Product returns will become the most costly piece for brands and retailers as online sales continue to rise. The trend has AgilOne engineers working on developing features that analyze, understand and identify browsing patterns based on shopping behavior even before consumers sign in to a brand's or retailer's Web site.
The move aims to reduce returns that can cost brands and retailers
between $10 and $20 just to put that product back on the shelf, even if it's in great shape.
"Shipping, the reverse logistics charges, can cost anywhere from 3% to 5%," per AgilOne CEO Omer Artun. "On top of that you, have the cost of the discount or the markdown. Certain products like electronics take an open-box hit. On average, if everything is perfect, it's usually about 25%. It could even mean liquidating the product at a store like TJ Maxx."
With 5% returns, Artun said brands and retailers can lose up to 50% of the product's value, but about 2% to 3% of product dollars get lost. He also believes customer-service departments should call the customer during the checkout process, or initiate a Web chat to help a consumer who buying patterns indicate the likelihood of returns, such as buying three identical shirts in three different sizes.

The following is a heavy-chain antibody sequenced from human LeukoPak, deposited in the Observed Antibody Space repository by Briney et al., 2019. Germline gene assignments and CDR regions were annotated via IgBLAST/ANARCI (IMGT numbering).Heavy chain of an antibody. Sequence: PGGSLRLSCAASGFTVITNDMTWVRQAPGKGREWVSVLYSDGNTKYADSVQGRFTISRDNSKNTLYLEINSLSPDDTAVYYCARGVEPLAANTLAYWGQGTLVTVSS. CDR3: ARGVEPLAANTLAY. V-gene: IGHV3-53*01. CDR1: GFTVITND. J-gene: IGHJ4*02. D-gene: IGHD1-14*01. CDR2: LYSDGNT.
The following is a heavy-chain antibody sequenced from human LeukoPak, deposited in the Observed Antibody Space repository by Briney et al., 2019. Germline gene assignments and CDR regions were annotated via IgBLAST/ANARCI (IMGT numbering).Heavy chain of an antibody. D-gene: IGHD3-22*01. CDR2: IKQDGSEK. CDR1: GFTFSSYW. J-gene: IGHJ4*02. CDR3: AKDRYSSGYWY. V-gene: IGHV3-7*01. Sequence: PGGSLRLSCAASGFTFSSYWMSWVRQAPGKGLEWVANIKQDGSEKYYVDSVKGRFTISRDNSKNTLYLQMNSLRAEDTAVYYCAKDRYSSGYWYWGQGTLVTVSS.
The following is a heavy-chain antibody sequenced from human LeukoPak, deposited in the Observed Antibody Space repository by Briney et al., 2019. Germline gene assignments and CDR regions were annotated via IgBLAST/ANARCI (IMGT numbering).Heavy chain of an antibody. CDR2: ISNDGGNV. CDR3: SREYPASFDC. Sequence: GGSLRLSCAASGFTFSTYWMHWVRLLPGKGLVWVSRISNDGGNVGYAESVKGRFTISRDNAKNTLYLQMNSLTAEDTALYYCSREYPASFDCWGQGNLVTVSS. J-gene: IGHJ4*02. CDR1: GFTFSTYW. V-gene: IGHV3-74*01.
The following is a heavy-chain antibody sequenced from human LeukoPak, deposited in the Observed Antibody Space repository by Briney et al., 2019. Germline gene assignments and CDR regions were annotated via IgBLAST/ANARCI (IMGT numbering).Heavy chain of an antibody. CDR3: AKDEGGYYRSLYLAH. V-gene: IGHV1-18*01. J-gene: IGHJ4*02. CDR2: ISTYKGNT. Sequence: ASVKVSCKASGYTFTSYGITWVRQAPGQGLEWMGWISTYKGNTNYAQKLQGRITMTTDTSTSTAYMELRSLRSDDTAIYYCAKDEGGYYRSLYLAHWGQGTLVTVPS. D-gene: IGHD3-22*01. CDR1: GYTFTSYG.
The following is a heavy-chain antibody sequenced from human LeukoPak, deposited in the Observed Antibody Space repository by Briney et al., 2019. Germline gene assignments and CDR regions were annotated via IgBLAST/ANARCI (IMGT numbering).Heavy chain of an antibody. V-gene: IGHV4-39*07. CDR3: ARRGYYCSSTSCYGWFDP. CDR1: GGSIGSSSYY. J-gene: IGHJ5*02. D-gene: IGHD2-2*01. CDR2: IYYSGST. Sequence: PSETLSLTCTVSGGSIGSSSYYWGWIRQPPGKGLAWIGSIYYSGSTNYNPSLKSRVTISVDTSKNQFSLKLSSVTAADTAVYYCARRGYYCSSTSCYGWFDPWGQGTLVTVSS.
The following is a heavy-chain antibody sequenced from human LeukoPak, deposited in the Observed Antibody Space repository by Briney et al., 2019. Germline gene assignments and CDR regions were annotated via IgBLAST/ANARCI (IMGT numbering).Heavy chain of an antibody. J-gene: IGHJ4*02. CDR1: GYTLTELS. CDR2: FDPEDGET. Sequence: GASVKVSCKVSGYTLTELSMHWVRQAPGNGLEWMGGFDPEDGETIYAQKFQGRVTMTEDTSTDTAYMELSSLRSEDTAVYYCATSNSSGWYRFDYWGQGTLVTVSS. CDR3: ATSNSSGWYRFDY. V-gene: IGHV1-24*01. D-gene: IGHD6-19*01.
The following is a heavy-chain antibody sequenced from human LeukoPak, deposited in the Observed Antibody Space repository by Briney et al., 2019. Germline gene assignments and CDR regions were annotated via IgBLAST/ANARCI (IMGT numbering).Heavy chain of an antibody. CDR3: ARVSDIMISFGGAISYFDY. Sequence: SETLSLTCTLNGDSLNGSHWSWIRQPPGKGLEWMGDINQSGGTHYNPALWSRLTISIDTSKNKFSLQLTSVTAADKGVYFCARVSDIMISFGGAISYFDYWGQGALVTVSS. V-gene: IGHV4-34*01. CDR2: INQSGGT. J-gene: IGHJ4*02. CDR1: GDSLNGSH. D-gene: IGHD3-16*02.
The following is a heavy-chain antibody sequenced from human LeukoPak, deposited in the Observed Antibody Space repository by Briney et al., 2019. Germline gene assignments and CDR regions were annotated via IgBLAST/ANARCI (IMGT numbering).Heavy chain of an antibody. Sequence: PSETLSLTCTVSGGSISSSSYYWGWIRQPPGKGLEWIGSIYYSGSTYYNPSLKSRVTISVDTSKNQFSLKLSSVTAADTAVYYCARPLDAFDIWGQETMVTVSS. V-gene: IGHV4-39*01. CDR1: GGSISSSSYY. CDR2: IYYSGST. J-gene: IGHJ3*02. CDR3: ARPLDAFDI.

Today, AgilOne's technology can predict behavior based on past purchases for guests, as well as for those who have signed in. The technology allows the brand to link the current order to prior sales. It can tell whether the consumer visits the site on a mobile device or desktop computer. In the near term, the focus for the company remains on acquisition targeting, per Artun. who estimates some retailers and brands can lose 80% of the revenue on returned products.
On Christmas Day, online sales surged 16.5% year-over-year, according to the IBM Digital Analytics Benchmark. comScore estimates that from desktop computers consumers spent $42.8 billion, up 10%, during the 2013 holidays through the final weekend prior to Christmas, compared with the year-ago period.
AgilOne will also release early in 2014 features that allow brand marketers to retarget consumers who have left the site without making a purchase, and provide an incentive for them to come back and complete the sale.